ritual: an established or prescribed procedure for a religious or other rite; observance of set forms in public worship
Ritual was anathema in the church of my childhood. I can’t recall ever having been instructed as to why it was wrong, but I came to the conclusion that it had something to do with substituting mechanical actions for real true belief; that following any formal ritual was a sort of religion-by-rote for those who had not prayed through to a genuine ecstatic experience of the living God. At the very least, conforming to ritual would surely be limiting, confining, Spirit-quenching.
Please understand that I am not discounting the sincerity of the exuberant saints among whom I grew up; many of them did indeed demonstrate faith that would move mountains and abiding joy in the face of great hardship.
For me, though, the anything-goes-as-long-as-you’re-enthusiastic style of church meeting was detrimental, to say the least. I – the preacher’s oldest kid, no less! – was expected to beam with the barely-veiled glory of God’s wonder-working hand on my life at all times. Good Christian girls didn’t let the devil steal their shine!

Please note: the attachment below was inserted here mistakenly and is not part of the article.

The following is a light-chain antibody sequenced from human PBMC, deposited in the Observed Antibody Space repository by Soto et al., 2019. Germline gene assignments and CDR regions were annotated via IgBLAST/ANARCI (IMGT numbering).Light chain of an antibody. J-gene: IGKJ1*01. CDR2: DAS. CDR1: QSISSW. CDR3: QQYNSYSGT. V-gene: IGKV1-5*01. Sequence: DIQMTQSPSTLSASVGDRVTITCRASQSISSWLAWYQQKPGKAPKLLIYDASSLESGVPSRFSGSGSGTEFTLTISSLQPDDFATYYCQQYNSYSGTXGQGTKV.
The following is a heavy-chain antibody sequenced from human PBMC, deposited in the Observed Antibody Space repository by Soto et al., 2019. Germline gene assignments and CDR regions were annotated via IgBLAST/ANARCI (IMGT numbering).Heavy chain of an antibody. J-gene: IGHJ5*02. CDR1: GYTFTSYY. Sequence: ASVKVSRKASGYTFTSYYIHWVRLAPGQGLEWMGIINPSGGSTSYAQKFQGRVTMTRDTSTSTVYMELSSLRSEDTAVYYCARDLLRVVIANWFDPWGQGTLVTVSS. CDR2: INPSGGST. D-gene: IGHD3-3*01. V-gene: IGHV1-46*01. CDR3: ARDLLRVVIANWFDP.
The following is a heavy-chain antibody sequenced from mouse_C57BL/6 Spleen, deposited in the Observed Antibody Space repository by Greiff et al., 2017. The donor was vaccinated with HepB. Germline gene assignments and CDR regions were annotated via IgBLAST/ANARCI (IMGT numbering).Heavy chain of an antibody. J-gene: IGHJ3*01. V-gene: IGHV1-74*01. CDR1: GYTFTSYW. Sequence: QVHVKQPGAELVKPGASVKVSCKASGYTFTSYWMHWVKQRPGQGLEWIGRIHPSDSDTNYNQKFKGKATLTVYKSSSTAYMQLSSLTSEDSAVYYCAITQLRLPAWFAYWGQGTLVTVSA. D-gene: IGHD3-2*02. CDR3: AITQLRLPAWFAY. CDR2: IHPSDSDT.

My choice: deceit (or at best exaggeration) followed by guilt, or honesty resulting in condemnation.
As I grow older and continue to work through many layers of deep-seated depression, I am learning that ritual, at its heart, is neither robotic nor repressive; it is, in fact, a healing balm for my soul, a means of saving grace. It is a great comfort to lean into time-honored practices when I have no strength to forge a new path, to repeat well-worn words when I can’t manage coherent composition, to relax into the kinship of common custom.
…ritual and symbol are as necessary to human beings as air and water. They mark us as human and give us identity…Rituals bind a community together, and also bind individuals to a community. ~ Kathleen Norris